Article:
Sustainable Watershed Systems: New California law recognizes meadows, streams as green infrastructure

Re-Thinking Water Infrastructure

In October 2016, and with the state entering its sixth year of drought, Gov. Jerry Brown last month signed a landmark law, Assembly Bill 2480, declaring that “source watersheds are recognized and defined as integral components of California’s water infrastructure.”

“In so doing, he made it possible to funnel billions of dollars in infrastructure finance towards the restoration of forests and the maintenance of meadows, streams and rivers — echoing a similar move by Peru last year and accelerating a decades-old trend towards the use of ‘natural infrastructure’ to manage water supplies,” wrote Kelli Barrett, Editorial Assistant with Ecosystem Marketplace, in an article written for GreenBiz.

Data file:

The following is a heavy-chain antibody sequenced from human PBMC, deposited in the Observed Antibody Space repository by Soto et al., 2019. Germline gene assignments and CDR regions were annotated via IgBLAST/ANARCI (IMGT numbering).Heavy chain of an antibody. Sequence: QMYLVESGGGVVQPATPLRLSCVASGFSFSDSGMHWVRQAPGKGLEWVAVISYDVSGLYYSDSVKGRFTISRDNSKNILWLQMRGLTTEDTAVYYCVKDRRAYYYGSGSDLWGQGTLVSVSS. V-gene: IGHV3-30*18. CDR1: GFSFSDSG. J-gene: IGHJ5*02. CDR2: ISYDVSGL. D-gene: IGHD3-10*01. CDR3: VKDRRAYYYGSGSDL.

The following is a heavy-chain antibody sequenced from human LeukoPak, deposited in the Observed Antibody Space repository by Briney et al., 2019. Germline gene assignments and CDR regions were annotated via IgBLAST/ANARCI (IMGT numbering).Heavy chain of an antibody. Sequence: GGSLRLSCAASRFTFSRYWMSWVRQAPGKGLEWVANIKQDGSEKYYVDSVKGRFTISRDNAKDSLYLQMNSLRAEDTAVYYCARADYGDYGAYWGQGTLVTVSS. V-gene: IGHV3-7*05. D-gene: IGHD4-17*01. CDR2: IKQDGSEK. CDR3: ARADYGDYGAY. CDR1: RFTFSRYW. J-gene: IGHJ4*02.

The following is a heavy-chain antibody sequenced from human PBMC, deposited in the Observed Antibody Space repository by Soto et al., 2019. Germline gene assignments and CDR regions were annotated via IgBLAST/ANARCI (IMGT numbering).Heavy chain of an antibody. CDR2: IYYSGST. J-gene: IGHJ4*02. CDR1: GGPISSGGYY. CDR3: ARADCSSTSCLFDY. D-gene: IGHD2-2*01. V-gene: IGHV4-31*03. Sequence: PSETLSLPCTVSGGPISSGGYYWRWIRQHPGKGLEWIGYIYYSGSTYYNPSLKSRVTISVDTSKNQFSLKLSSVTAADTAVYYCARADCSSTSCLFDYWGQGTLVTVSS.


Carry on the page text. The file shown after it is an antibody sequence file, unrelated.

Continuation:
From Concept to Policy

“It’s a major shift in the way we think about conservation — nature isn’t just ‘nice to have’ but an absolutely critical piece of our water infrastructure systems,” said Genevieve Bennett, senior associate at Ecosystem Marketplace and author of the genevieve-bennett_ecosystem-marketplace_120pState of Watershed Investments 2016 report.

“There are hundreds of communities all over the world who understood that years ago, and started figuring out how to make sure they were protecting their water sources. And now we’re starting to see that concept making its way into higher-level policy.”

To Learn More:

Download New law recognizes meadows, streams as green infrastructure to read the complete article by Kelli Barrett as published by GreenBiz.